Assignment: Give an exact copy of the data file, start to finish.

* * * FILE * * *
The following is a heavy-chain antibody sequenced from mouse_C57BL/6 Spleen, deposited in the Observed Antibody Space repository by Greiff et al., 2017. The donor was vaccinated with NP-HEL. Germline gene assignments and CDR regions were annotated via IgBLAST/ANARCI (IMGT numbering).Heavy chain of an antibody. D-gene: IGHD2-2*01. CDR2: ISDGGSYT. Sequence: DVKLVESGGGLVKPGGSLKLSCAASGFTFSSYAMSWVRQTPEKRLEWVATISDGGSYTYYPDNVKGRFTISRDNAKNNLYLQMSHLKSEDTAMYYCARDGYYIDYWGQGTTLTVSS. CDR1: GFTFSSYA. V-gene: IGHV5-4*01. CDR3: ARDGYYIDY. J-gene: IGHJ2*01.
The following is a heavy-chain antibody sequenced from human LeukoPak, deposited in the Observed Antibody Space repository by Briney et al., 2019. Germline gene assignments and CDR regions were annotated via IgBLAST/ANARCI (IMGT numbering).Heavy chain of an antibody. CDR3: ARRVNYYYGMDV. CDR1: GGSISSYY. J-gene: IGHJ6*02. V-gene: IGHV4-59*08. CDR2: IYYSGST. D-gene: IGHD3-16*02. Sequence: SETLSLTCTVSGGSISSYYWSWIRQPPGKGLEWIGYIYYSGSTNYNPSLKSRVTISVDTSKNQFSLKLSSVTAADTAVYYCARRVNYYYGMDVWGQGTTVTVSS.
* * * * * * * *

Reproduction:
The following is a heavy-chain antibody sequenced from mouse_C57BL/6 Spleen, deposited in the Observed Antibody Space repository by Greiff et al., 2017. The donor was vaccinated with NP-HEL. Germline gene assignments and CDR regions were annotated via IgBLAST/ANARCI (IMGT numbering).Heavy chain of an antibody. D-gene: IGHD2-2*01. CDR2: ISDGGSYT. Sequence: DVKLVESGGGLVKPGGSLKLSCAASGFTFSSYAMSWVRQTPEKRLEWVATISDGGSYTYYPDNVKGRFTISRDNAKNNLYLQMSHLKSEDTAMYYCARDGYYIDYWGQGTTLTVSS. CDR1: GFTFSSYA. V-gene: IGHV5-4*01. CDR3: ARDGYYIDY. J-gene: IGHJ2*01.
The following is a heavy-chain antibody sequenced from human LeukoPak, deposited in the Observed Antibody Space repository by Briney et al., 2019. Germline gene assignments and CDR regions were annotated via IgBLAST/ANARCI (IMGT numbering).Heavy chain of an antibody. CDR3: ARRVNYYYGMDV. CDR1: GGSISSYY. J-gene: IGHJ6*02. V-gene: IGHV4-59*08. CDR2: IYYSGST. D-gene: IGHD3-16*02. Sequence: SETLSLTCTVSGGSISSYYWSWIRQPPGKGLEWIGYIYYSGSTNYNPSLKSRVTISVDTSKNQFSLKLSSVTAADTAVYYCARRVNYYYGMDVWGQGTTVTVSS.